When your students come to you, are they already skilled in blogging and subscribing to blogs? Or do you have to spend time with them, setting up blogs, understanding a blogging ethic appropriate for inquiry learning, using RSS and having the confidence to comment on each others blogs… is this not defining the technological framework? Not that I think there is anything wrong with doing that, but I’m interested to hear your thoughts more about this..

    I teach teachers, and I spend a long long time trying to build up these skills and ethics… but am I overly defining a technological framework, and as a result the learning environment and curriculum?

  13. siobhan curious August 19, 2007 at 9:47 am #

    I love the vision you set out here. For me, no matter what I’m doing in the classroom, my question is whether it is leading to real learning. The steps you’ve defined make the path seem so much more concrete (and yet nebulous and unpredictable, in an exciting way…how interesting…) I’ll be checking back with this paradigm occasionally to see if I can implement it more consciously. Thanks for the inspiration.

  14. Konrad Glogowski August 19, 2007 at 1:29 pm #

    Hi Leigh,

    Good to see your thoughts on this … yes, blogging is the framework I will continue to use. In the introduction to my post, I meant that I need to separate the tool from the sense of community I want to foster. In other words, I know that choosing Ning, for example, will not necessarily help me build a community. However, a specific set of practices that I can engage in as a teacher will, I believe, help me put the right conditions in place for the community to emerge. So, I guess you could say that the platform is not as important as what you do with it as an educator.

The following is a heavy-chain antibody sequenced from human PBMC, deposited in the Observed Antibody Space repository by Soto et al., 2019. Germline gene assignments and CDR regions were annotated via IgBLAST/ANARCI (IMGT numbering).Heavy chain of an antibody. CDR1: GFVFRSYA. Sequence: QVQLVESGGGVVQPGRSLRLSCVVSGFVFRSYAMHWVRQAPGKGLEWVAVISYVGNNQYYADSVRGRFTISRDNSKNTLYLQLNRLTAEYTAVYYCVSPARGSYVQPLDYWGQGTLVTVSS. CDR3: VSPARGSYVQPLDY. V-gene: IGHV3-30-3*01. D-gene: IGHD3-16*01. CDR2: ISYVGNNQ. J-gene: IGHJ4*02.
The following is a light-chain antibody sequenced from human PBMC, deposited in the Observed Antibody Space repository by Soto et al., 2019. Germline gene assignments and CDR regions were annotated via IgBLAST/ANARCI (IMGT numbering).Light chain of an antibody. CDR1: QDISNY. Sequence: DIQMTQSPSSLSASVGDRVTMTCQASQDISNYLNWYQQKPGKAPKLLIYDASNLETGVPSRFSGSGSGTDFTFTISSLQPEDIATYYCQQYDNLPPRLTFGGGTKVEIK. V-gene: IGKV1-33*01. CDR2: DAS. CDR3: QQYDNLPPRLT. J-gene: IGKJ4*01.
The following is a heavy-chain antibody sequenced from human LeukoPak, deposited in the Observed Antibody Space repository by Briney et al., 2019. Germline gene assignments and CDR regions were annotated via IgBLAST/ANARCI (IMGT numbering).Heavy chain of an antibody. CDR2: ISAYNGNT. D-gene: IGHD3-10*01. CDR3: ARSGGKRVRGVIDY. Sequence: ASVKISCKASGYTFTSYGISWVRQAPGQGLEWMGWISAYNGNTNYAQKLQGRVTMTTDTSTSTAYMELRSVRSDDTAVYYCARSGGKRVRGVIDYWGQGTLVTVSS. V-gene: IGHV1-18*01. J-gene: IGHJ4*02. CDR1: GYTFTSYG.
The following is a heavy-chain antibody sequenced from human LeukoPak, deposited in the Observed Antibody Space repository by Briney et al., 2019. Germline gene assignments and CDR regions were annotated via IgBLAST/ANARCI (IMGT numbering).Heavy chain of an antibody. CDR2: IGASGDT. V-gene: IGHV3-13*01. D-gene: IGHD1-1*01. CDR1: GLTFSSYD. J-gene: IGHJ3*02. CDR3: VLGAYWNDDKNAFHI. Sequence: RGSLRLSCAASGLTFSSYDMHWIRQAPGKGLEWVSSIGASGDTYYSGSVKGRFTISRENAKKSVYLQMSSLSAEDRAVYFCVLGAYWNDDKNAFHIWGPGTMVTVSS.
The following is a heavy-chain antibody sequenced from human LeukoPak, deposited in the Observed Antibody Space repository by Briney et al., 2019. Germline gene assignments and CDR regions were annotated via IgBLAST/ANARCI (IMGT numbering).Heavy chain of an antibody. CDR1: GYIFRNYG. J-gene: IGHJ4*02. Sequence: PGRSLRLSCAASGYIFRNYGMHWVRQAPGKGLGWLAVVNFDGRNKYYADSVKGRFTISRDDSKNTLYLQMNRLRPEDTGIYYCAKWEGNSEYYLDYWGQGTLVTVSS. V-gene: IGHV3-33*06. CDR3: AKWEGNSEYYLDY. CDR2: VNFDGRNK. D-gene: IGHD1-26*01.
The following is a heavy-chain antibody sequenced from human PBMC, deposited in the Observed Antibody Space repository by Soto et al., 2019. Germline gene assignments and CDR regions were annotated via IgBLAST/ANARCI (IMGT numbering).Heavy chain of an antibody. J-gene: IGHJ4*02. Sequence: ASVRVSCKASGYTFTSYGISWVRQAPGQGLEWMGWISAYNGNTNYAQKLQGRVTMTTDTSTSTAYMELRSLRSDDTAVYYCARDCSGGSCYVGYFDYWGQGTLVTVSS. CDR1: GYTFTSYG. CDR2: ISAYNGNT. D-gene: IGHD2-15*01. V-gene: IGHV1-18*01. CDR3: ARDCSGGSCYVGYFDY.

This reminds me of the very first photography class that I took years ago while in middle school. The instructor said to us that the most important thing to remember about photography is that the camera does not take photos, people do. As young teenagers we all wanted the best (and most expensive) SLRs possible – we equated good gear with good photos. He made it clear that photography is about what you do with the camera and that you can take an award-wining shot with the most basic camera, as long as you know the technical stuff to make it happen. He taught us about the rule of thirds, depth of field, shutter speed, etc. and thus empowered us to produce technically solid photos with, let’s be honest, fairly modest equipment. He cured us of our gear fetish pretty quickly!

    So, when I select a web 2.0 tool, there are certain attributes that I look for but, on the whole, I am convinced that I need to engage in specific practices in order to create the kind of environment that will help the community emerge. Teachers have been creating supportive and engaging communities for years with only four walls, some desks, and a blackboard at their disposal. It’s what you do with it that counts.

    Let’s get to your questions:

    “When your students come to you, are they already skilled in blogging and subscribing to blogs? Or do you have to spend time with them, setting up blogs, understanding a blogging ethic appropriate for inquiry learning, using RSS and having the confidence to comment on each others blogs”

    Generally speaking, they know what blogs are but do not know anything about RSS and how to subscribe to blogs. I do spend time with them setting everything up, explaining and showing how the environment works, how to add feeds to a reader, etc. We also spend a lot of time discussing interactions in our online environment and what it means to blog and document one’s thoughts. We discuss quoting, linking, and giving credit. In short, a lot of time is spent on this even before we get to using blogs for learning. The first step is to make them comfortable and to give them time to blog as individuals, about things that matter to them, BEFORE we start blogging about school-related ideas.

    “… is this not defining the technological framework?”

    I guess it is. Except that it really doesn’t matter whether it’s blogger or Ning, or edublogs, or 21classes. Yes, depending on what you choose, you will gain or lose some features but, generally speaking, you can use any one of these environments to attempt to build a community.